On November 14, 2013, the Toulon Commercial Court found TÜV Rheinland liable towards victims of the PIP (Poly Implant Prothèse) scandal.  The Court concluded that TÜV Rheinland had been negligent in carrying out its duties as a “notified body,” a key element of the European medical devices regulatory framework.  This in turn allowed PIP, a French medical device manufacturer, to commit one of the most significant cases of fraudulent activity in the medical devices sector to date.

For over seventeen years, TÜV Rheinland was the notified body for PIP.  It granted the necessary certificates allowing PIP to apply the CE-mark, which guarantees compliance of the breast implants with the EU Medical Devices Directive.  According to the Court, despite all the means at its disposal, such as unannounced inspections or sample testing, TÜV Rheinland failed to expose the fraud perpetrated by PIP, which had been deliberately substituting cheap industrial silicone for the high quality silicone required for use in breast implants.

In its ruling, the Court adopts an expansive interpretation of the duties of notified bodies.  It states that the notified body had an obligation to undertake unannounced on-site inspections, and that it failed to fulfill its obligations of control, prudence, and vigilance in not doing so.  Accordingly, the Court ordered TÜV Rheinland to compensate the damage caused to patients, as well as to the distributors and importers of PIP breast implants.  TÜV Rheinland is ordered to pay a provisional amount of € 3,000 per victim, pending further assessment of individual damages.  As more than 1,600 women and several distributors and importers had lodged a claim, TÜV Rheinland may, under that decision, be liable for millions of euros. The Court ordered provisional execution of the judgment, meaning that it is immediately applicable.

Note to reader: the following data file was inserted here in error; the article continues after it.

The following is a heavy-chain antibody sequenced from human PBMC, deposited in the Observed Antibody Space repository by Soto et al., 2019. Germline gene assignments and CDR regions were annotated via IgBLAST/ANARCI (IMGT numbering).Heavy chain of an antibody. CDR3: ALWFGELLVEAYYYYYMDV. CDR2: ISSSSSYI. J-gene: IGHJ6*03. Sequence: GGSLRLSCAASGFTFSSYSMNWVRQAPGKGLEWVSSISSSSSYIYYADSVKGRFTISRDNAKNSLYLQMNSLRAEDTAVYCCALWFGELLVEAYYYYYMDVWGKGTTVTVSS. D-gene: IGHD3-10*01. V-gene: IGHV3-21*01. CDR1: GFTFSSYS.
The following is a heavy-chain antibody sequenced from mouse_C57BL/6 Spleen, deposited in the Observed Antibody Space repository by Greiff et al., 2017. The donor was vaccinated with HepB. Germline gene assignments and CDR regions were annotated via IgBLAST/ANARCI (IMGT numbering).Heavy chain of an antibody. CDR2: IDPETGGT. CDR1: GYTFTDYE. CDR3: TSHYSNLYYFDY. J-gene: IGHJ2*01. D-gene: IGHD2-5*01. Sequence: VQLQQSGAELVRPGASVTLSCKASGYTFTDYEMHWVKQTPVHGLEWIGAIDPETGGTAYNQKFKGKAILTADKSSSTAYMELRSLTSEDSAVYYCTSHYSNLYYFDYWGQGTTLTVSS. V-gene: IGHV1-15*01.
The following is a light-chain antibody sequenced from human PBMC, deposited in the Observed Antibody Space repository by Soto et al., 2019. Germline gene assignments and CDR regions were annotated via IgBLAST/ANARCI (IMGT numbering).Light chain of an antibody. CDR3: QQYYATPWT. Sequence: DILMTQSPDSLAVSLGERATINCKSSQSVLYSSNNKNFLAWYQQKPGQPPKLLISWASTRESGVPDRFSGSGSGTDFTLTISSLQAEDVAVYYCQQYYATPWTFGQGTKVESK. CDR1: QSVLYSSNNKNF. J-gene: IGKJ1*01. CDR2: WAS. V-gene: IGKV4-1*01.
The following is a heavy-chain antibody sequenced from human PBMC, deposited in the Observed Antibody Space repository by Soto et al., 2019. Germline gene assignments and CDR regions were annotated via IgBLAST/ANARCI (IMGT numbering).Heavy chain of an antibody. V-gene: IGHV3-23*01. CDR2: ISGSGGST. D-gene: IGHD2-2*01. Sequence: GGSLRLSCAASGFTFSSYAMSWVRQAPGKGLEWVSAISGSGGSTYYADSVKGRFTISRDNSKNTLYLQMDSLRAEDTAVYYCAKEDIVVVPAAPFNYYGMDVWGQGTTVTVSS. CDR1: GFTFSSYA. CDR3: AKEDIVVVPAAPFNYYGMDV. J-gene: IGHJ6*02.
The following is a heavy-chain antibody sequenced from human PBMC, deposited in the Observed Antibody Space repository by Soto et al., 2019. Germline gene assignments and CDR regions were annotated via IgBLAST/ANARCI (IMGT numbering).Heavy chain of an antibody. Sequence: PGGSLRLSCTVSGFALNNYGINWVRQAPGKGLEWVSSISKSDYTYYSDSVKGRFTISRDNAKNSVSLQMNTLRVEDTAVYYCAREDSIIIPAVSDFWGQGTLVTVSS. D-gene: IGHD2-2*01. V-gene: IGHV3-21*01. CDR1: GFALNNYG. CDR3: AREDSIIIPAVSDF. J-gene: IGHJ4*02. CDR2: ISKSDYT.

TÜV Rheinland has already lodged an appeal, challenging the Court’s conclusions regarding the duties of notified bodies.  It claims that it fully complied with the regulations in place, as it was only responsible for controlling the design and the quality system, that is to say, the manufacturing process, and not the implants themselves.  It further argues that it had been systematically deceived by PIP, which presented false documents, and that it did not have sufficient powers to take further actions to unmask the fraud under the legal framework in place at the time.

It is relevant to note that TÜV Rheinland was sued on similar grounds in Germany, where it has not been found liable.  The District Court of Nürenberg-Fürth dismissed the action for damages brought by a patient.  The Court found that the notified body was not obliged to make unannounced inspections or to examine specific implants.  It reached the conclusion that the fraud could not have been detected with the means which the law had given to notified bodies.  In March 2013, the District Court of Frankenthal issued a similar decision in another case and stated that “the role of the notified body in the conformity assessment of the manufacturer is to avoid inadvertent errors by the manufacturer; it is not intended to protect against intentional fraud”.

The Toulon Commercial Court ruling was delivered after the adoption in September 2013 of the Commission Regulation No 920/2013 on the designation and the supervision of notified bodies and the Commission recommendation on the audits and assessments performed by notified bodies in the field of medical devices.  These measures envisage higher scrutiny of notified bodies and more in-depth controls, including unannounced audits, in order to restore patient and professional trust in medical devices.